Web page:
License management company License Dashboard is warning companies of the risks it says exist when working with software licensing under virtualised environments, in particular with dynamic provisioning or VMware’s ‘Distributed Resources Scheduler’ (DRS).
The firm says that while the majority of its customers say that they have virtualized their servers, 58% of those that have are using DRS-type technologies on “some or all” of these virtual servers. This suggests (so says License Dashboard) that organisations “may have” a significant shortfall in their software licensing compliance.
The forward argument here then is that if this “may have” factor does result in a significant compliance shortfall that firms will be particularly vulnerable in a software audit.
The firm contents that most companies are unaware of the licensing implications of the dynamic provisioning of resources in virtualised environments (DRS), which can increase licensing requirements by 500%.
License Dashboard goes further and wants to suggest (from survey results in its own straw poll) that 87% of firms claim virtualisation is factored into their software asset management (SAM) strategy, yet only 42% use a dedicated licensing solution for the task (19% don’t do anything and 39% use an IT asset management (ITAM) or procurement system to track licenses.
NOTE: the “problem” identified here is the suggestion that a traditional ITAM system is often too simplistic in its licensing analysis to factor in the implications of virtualised environments.
“Under virtualisation, organisations can operate many instances of a software program on a single physical machine. With the traditional device-centric software licenses that are the mainstay of most organisations today, such as Microsoft Office and Windows licenses, the organisation is required to license each virtual machine separately,” said Matt Fisher, director at License Dashboard.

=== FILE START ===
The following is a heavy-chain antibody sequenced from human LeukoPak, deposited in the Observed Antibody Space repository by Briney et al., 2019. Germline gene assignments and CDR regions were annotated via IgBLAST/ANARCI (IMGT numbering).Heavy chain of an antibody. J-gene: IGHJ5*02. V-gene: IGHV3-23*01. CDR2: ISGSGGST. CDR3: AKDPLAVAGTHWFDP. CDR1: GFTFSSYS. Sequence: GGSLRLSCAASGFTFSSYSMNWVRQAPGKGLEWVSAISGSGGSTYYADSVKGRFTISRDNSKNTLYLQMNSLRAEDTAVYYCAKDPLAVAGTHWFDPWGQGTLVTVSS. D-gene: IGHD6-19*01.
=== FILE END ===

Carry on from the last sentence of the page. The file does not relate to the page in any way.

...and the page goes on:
Virtualisation licensing, a grey area
Fisher points out that many vendors, including Microsoft, have added user-centric elements to their licensing terms, since the license remains at its core a device one, but that still … licensing under virtualisation remains a grey area. As a result, licensing each virtual machine separately is often the safest approach to avoid the risk by being non-compliant.
“The issue becomes much more complicated once technologies such as VMware’s Distributed Resources Scheduler (DRS) are factored in. DRS, which dynamically allocates IT resources to the highest priority applications, has proved popular for the significant operational efficiencies it brings (67% of our customers use it). However, DRS can also lead to a significant shortfall in an organisation’s licensing compliance, since an application has the potential to be used on every virtual machine if the need arises,” said Fisher.
“With current device-centric licenses this will often require the organisation to license every application on every virtual machine based on the potential that the application could run on it during peak times, unless significant rules are put in place governing the use and deployment of licenses in virtual environments. Based on our own analysis of customer’s virtualised environments, DRS has the potential to increase an organisation’s server licensing requirements by up to 500% at the flick of a switch,” he added.
This is not only a significant additional licensing cost for the organisation to bear, but if left unchecked, exposes the organisation to a hefty fine for non-compliance when it is next audited. With two thirds of our customers saying they were audited last year and recent IDC research showing that Microsoft is currently the most prolific auditor, this is a very real risk indeed that every organisation running a virtualised IT estate should be aware of.
“DRS has the potential to be a ticking time bomb for many organisations, so we urge them to review how their software is deployed in virtualised environments or risk facing significant fines in 2013,” concludes Fisher.